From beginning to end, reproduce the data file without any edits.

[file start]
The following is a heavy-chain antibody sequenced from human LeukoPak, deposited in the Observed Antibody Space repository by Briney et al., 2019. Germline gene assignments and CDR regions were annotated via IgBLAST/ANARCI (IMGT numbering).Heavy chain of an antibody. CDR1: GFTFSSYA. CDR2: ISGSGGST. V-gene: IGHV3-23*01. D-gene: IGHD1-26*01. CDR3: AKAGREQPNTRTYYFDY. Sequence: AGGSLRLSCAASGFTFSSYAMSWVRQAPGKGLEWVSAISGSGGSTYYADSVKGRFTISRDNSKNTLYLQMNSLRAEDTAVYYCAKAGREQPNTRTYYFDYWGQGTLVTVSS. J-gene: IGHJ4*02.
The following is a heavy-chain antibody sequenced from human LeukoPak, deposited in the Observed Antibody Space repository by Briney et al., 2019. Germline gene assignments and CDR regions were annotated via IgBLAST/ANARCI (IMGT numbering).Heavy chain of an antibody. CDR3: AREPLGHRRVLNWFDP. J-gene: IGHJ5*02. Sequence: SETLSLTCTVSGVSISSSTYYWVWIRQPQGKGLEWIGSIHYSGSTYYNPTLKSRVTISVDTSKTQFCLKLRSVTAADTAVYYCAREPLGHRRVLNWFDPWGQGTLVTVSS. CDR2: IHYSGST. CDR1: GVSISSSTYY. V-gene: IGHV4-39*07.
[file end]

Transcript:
The following is a heavy-chain antibody sequenced from human LeukoPak, deposited in the Observed Antibody Space repository by Briney et al., 2019. Germline gene assignments and CDR regions were annotated via IgBLAST/ANARCI (IMGT numbering).Heavy chain of an antibody. CDR1: GFTFSSYA. CDR2: ISGSGGST. V-gene: IGHV3-23*01. D-gene: IGHD1-26*01. CDR3: AKAGREQPNTRTYYFDY. Sequence: AGGSLRLSCAASGFTFSSYAMSWVRQAPGKGLEWVSAISGSGGSTYYADSVKGRFTISRDNSKNTLYLQMNSLRAEDTAVYYCAKAGREQPNTRTYYFDYWGQGTLVTVSS. J-gene: IGHJ4*02.
The following is a heavy-chain antibody sequenced from human LeukoPak, deposited in the Observed Antibody Space repository by Briney et al., 2019. Germline gene assignments and CDR regions were annotated via IgBLAST/ANARCI (IMGT numbering).Heavy chain of an antibody. CDR3: AREPLGHRRVLNWFDP. J-gene: IGHJ5*02. Sequence: SETLSLTCTVSGVSISSSTYYWVWIRQPQGKGLEWIGSIHYSGSTYYNPTLKSRVTISVDTSKTQFCLKLRSVTAADTAVYYCAREPLGHRRVLNWFDPWGQGTLVTVSS. CDR2: IHYSGST. CDR1: GVSISSSTYY. V-gene: IGHV4-39*07.